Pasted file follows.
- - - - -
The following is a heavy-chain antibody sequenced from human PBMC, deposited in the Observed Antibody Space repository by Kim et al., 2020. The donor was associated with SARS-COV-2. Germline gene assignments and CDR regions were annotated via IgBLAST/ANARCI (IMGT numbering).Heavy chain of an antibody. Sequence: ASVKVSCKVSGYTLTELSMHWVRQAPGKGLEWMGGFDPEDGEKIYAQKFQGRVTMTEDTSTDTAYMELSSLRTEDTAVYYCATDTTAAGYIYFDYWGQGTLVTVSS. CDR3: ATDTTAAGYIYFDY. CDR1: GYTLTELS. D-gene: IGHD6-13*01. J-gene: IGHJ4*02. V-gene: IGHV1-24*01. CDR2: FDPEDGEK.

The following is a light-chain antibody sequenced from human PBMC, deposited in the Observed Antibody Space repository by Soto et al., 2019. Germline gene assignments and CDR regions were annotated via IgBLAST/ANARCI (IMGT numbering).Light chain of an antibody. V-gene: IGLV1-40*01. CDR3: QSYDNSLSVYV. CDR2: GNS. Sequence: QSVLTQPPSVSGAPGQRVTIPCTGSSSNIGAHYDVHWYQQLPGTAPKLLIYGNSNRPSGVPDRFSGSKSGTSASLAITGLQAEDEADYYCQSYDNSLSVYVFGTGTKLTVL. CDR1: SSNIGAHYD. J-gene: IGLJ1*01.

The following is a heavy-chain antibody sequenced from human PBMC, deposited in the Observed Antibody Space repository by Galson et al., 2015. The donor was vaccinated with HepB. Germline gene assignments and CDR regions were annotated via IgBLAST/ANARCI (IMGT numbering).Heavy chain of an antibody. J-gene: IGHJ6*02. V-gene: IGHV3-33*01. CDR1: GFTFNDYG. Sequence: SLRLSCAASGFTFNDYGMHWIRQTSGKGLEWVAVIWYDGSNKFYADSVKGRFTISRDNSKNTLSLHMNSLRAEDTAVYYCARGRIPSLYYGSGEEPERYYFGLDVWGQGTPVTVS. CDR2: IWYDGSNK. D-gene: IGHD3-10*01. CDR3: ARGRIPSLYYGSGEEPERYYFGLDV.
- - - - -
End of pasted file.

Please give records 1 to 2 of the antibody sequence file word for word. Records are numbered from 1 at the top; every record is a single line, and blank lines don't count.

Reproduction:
The following is a heavy-chain antibody sequenced from human PBMC, deposited in the Observed Antibody Space repository by Kim et al., 2020. The donor was associated with SARS-COV-2. Germline gene assignments and CDR regions were annotated via IgBLAST/ANARCI (IMGT numbering).Heavy chain of an antibody. Sequence: ASVKVSCKVSGYTLTELSMHWVRQAPGKGLEWMGGFDPEDGEKIYAQKFQGRVTMTEDTSTDTAYMELSSLRTEDTAVYYCATDTTAAGYIYFDYWGQGTLVTVSS. CDR3: ATDTTAAGYIYFDY. CDR1: GYTLTELS. D-gene: IGHD6-13*01. J-gene: IGHJ4*02. V-gene: IGHV1-24*01. CDR2: FDPEDGEK.

The following is a light-chain antibody sequenced from human PBMC, deposited in the Observed Antibody Space repository by Soto et al., 2019. Germline gene assignments and CDR regions were annotated via IgBLAST/ANARCI (IMGT numbering).Light chain of an antibody. V-gene: IGLV1-40*01. CDR3: QSYDNSLSVYV. CDR2: GNS. Sequence: QSVLTQPPSVSGAPGQRVTIPCTGSSSNIGAHYDVHWYQQLPGTAPKLLIYGNSNRPSGVPDRFSGSKSGTSASLAITGLQAEDEADYYCQSYDNSLSVYVFGTGTKLTVL. CDR1: SSNIGAHYD. J-gene: IGLJ1*01.